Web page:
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Southside Johnny is still having a party

City Winery, Boston, February 20, 2023

Reviewed by Jeffrey B. Remz

Forty-eight years young, Southside Johnny and The Asbury Jukes know their way around a song as well as a concert. Having a few chestnuts to sing, not to mention covers that work, will have that effect.

Steeped in rock and soul, Southside Johnny Lyons picked from among his own material, that of long-time friends Bruce Springsteen and Steve Van Zandt (he was a former band mate) plus a healthy dose of well-delivered covers.

The band offered a more off-handed take on "I Don't Want to Go Home," going for a slower version. Lyons opted for a more traditional spin on the country ballad, Buck Owens' "Together Again." He wasn't Buck, but Owens would have been proud.

When it came to covers, Southside Johnny seemed to have picked them simply because he wanted to, and they all made sense. Saying that David Ruffin would roll over in his grave (not sure why), he executed "My Whole World Ended (the Moment You Left Me)." With the help of his horns trio, Lyons scored on The Temptations "Ain't Too Proud to Beg."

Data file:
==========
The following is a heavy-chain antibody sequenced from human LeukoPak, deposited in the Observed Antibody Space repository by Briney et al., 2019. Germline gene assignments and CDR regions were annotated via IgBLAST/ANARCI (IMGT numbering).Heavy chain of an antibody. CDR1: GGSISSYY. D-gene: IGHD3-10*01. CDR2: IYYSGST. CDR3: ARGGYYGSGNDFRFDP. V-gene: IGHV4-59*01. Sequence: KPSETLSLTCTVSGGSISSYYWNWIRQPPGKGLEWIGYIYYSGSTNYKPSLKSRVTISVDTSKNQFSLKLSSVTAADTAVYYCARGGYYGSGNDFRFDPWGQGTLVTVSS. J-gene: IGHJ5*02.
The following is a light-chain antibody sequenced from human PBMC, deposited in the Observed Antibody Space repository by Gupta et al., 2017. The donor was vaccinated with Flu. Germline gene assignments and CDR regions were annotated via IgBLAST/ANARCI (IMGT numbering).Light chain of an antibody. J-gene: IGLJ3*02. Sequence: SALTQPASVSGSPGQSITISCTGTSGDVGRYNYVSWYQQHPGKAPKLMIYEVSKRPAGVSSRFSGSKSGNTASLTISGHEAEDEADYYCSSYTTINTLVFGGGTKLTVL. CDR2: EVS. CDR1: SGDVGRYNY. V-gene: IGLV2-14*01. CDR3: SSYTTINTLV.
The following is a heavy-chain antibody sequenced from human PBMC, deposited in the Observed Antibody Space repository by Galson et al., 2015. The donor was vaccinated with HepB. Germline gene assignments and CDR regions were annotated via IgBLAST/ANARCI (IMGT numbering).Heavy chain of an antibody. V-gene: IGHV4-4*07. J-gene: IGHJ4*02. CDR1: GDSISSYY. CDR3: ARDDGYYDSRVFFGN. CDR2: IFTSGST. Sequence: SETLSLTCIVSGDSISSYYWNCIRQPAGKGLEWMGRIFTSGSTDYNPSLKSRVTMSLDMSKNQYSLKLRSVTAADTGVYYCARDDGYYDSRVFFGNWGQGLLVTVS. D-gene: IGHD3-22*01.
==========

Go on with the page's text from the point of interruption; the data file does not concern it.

"Love on the Wrong Side of Town" from Little Steven and "Hearts of Stone" and "The Fever" from The Boss (the concert featured four Springsteen songs) underscored the New Jersey connection was alive and well.

The Asbury Jukes were a tour de force. Keyboardist/vocalist Jeff Kazee was a major standout. Decked out in a fedora, he sometimes aided and abetted Lyons on vocals, not to mention let loose on the keyboards and organ. The truth was that all seven members of the Jukes played a role in forging the upbeat sounds. The three-piece horn section of John Isley on sax, Neal Pawley on trombone Chris Anderson on trumpet picked up a lot of steam (and far more punch) as the two-plus hour show went along.

Put another way, it sure looked like band and the sold-out crowd were having a lot of fun.

At 74, Johnny's voice isn't what it used to be as reaching the high notes was more difficult. But the vocal grit and often times intensity to the delivery made up for it. No one could say that Lyons lacked passion and a love for the music.

As a recording artist, Southside Johnny and The Asbury Jukes aren't going for the hits any more. It's more about having a good time and playing music that inspires them and bringing the fans along for the ride. And in closing with Sam Cooke's "We're Having a Party," Southside Johnny and company hit it just right.

©Country Standard Time • Jeffrey B. Remz, editor & publisher •
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